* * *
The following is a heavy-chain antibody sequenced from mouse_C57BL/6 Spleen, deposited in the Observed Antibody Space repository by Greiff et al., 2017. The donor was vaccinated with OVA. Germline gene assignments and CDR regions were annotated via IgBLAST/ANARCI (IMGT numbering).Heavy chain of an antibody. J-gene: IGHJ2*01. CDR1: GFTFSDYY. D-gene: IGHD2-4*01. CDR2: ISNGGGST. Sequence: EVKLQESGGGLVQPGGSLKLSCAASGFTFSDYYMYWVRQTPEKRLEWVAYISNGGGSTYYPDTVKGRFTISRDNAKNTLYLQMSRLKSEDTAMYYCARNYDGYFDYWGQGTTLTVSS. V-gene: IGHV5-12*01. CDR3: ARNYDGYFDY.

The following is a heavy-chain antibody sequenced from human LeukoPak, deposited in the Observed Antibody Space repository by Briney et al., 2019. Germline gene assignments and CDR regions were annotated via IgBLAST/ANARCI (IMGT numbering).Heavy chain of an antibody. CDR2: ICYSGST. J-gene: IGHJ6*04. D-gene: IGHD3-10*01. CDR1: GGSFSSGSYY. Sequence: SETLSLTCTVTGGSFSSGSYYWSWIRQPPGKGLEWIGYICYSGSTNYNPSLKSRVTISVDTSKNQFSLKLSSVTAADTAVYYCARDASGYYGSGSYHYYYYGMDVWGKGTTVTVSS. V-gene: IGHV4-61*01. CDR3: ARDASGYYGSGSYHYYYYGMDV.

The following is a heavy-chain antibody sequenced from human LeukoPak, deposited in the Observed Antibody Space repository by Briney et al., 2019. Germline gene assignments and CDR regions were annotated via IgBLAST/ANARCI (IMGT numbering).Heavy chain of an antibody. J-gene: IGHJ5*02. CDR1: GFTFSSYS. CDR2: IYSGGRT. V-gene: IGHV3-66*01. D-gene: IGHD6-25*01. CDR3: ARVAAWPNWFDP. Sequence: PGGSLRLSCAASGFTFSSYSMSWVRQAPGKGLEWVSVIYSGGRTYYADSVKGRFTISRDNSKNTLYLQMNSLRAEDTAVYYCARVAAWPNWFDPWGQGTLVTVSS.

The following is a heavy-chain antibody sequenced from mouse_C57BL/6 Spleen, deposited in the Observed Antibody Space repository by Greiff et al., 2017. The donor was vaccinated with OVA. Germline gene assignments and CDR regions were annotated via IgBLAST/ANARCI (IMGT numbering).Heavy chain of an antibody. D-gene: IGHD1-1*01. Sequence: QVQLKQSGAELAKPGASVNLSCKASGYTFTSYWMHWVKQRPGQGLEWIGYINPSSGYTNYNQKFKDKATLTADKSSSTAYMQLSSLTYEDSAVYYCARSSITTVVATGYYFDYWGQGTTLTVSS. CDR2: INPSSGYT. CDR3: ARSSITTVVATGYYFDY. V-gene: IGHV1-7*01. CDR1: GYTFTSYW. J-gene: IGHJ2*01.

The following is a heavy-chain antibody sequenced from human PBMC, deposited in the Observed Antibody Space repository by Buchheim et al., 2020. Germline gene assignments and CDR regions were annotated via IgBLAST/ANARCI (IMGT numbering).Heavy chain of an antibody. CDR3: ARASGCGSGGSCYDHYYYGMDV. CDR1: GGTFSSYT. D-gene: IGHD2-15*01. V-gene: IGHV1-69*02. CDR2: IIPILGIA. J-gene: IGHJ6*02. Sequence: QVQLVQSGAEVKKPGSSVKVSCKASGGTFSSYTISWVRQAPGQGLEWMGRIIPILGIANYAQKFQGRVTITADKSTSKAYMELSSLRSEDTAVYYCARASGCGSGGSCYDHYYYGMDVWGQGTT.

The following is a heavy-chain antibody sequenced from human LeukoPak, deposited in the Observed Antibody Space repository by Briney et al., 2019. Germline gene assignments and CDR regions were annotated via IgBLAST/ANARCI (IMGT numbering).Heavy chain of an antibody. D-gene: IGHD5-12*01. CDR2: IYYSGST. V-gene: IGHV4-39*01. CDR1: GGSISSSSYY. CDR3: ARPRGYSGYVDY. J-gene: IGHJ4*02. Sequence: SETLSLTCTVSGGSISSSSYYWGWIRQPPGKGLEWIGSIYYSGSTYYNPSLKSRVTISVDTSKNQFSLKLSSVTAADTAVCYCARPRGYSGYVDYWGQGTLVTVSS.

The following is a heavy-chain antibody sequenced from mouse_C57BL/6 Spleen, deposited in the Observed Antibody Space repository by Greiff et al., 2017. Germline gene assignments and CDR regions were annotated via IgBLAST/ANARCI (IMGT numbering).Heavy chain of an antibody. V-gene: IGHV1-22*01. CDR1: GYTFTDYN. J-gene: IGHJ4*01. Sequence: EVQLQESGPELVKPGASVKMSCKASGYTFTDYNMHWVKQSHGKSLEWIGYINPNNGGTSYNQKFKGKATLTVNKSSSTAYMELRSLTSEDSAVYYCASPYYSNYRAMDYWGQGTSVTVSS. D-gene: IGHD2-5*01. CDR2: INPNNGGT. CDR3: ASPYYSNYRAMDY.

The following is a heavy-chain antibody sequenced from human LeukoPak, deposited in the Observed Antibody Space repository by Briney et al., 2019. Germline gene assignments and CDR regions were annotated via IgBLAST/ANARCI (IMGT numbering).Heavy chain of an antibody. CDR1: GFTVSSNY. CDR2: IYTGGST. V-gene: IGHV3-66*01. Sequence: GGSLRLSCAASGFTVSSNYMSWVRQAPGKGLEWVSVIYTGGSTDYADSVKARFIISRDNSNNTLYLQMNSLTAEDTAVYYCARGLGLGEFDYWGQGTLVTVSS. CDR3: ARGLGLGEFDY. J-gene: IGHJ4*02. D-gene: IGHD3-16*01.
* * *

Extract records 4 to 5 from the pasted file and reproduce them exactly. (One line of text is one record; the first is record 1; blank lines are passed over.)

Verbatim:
The following is a heavy-chain antibody sequenced from mouse_C57BL/6 Spleen, deposited in the Observed Antibody Space repository by Greiff et al., 2017. The donor was vaccinated with OVA. Germline gene assignments and CDR regions were annotated via IgBLAST/ANARCI (IMGT numbering).Heavy chain of an antibody. D-gene: IGHD1-1*01. Sequence: QVQLKQSGAELAKPGASVNLSCKASGYTFTSYWMHWVKQRPGQGLEWIGYINPSSGYTNYNQKFKDKATLTADKSSSTAYMQLSSLTYEDSAVYYCARSSITTVVATGYYFDYWGQGTTLTVSS. CDR2: INPSSGYT. CDR3: ARSSITTVVATGYYFDY. V-gene: IGHV1-7*01. CDR1: GYTFTSYW. J-gene: IGHJ2*01.

The following is a heavy-chain antibody sequenced from human PBMC, deposited in the Observed Antibody Space repository by Buchheim et al., 2020. Germline gene assignments and CDR regions were annotated via IgBLAST/ANARCI (IMGT numbering).Heavy chain of an antibody. CDR3: ARASGCGSGGSCYDHYYYGMDV. CDR1: GGTFSSYT. D-gene: IGHD2-15*01. V-gene: IGHV1-69*02. CDR2: IIPILGIA. J-gene: IGHJ6*02. Sequence: QVQLVQSGAEVKKPGSSVKVSCKASGGTFSSYTISWVRQAPGQGLEWMGRIIPILGIANYAQKFQGRVTITADKSTSKAYMELSSLRSEDTAVYYCARASGCGSGGSCYDHYYYGMDVWGQGTT.